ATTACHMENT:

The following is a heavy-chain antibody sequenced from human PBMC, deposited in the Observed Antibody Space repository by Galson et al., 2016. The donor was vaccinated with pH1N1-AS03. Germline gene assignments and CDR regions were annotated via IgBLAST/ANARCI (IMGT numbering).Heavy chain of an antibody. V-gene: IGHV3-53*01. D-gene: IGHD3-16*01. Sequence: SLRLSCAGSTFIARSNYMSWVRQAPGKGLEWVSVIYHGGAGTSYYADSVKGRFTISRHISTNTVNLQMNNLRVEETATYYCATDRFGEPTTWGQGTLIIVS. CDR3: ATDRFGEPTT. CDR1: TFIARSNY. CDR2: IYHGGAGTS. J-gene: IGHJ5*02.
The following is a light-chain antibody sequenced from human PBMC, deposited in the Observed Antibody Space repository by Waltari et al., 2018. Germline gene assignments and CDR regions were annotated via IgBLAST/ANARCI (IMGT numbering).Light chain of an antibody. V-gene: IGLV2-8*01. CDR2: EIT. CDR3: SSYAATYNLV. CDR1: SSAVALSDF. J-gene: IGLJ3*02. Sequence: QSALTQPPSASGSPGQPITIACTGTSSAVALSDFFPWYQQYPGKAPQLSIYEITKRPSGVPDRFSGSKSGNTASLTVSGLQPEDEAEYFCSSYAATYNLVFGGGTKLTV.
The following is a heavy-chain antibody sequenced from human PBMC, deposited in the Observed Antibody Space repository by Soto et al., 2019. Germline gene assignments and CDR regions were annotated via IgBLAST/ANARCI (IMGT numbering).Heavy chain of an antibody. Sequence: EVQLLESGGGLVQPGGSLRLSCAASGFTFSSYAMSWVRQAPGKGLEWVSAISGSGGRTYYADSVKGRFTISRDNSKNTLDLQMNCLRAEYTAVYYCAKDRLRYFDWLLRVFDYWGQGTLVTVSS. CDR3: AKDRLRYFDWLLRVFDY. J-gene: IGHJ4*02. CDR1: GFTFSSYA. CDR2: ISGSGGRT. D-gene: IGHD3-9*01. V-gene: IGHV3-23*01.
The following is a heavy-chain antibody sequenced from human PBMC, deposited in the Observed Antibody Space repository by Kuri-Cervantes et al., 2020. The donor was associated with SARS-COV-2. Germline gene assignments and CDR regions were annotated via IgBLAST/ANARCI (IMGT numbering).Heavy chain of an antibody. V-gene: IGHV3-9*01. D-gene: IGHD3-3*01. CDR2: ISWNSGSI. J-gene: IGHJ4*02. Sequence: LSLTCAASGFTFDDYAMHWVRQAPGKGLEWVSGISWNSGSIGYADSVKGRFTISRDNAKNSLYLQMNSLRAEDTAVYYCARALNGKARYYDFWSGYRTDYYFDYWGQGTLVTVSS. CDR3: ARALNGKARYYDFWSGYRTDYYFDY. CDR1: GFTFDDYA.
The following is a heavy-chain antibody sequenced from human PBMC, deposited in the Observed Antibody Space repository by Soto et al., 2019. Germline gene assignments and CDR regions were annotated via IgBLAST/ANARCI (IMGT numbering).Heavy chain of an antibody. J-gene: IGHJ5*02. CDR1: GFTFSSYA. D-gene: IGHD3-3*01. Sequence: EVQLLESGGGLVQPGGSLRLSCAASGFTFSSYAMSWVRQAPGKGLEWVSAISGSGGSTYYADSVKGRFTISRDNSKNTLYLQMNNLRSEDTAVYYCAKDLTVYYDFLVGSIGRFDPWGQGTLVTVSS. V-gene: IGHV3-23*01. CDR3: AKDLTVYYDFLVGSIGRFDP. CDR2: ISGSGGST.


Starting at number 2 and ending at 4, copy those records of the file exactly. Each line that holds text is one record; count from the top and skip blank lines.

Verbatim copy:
The following is a light-chain antibody sequenced from human PBMC, deposited in the Observed Antibody Space repository by Waltari et al., 2018. Germline gene assignments and CDR regions were annotated via IgBLAST/ANARCI (IMGT numbering).Light chain of an antibody. V-gene: IGLV2-8*01. CDR2: EIT. CDR3: SSYAATYNLV. CDR1: SSAVALSDF. J-gene: IGLJ3*02. Sequence: QSALTQPPSASGSPGQPITIACTGTSSAVALSDFFPWYQQYPGKAPQLSIYEITKRPSGVPDRFSGSKSGNTASLTVSGLQPEDEAEYFCSSYAATYNLVFGGGTKLTV.
The following is a heavy-chain antibody sequenced from human PBMC, deposited in the Observed Antibody Space repository by Soto et al., 2019. Germline gene assignments and CDR regions were annotated via IgBLAST/ANARCI (IMGT numbering).Heavy chain of an antibody. Sequence: EVQLLESGGGLVQPGGSLRLSCAASGFTFSSYAMSWVRQAPGKGLEWVSAISGSGGRTYYADSVKGRFTISRDNSKNTLDLQMNCLRAEYTAVYYCAKDRLRYFDWLLRVFDYWGQGTLVTVSS. CDR3: AKDRLRYFDWLLRVFDY. J-gene: IGHJ4*02. CDR1: GFTFSSYA. CDR2: ISGSGGRT. D-gene: IGHD3-9*01. V-gene: IGHV3-23*01.
The following is a heavy-chain antibody sequenced from human PBMC, deposited in the Observed Antibody Space repository by Kuri-Cervantes et al., 2020. The donor was associated with SARS-COV-2. Germline gene assignments and CDR regions were annotated via IgBLAST/ANARCI (IMGT numbering).Heavy chain of an antibody. V-gene: IGHV3-9*01. D-gene: IGHD3-3*01. CDR2: ISWNSGSI. J-gene: IGHJ4*02. Sequence: LSLTCAASGFTFDDYAMHWVRQAPGKGLEWVSGISWNSGSIGYADSVKGRFTISRDNAKNSLYLQMNSLRAEDTAVYYCARALNGKARYYDFWSGYRTDYYFDYWGQGTLVTVSS. CDR3: ARALNGKARYYDFWSGYRTDYYFDY. CDR1: GFTFDDYA.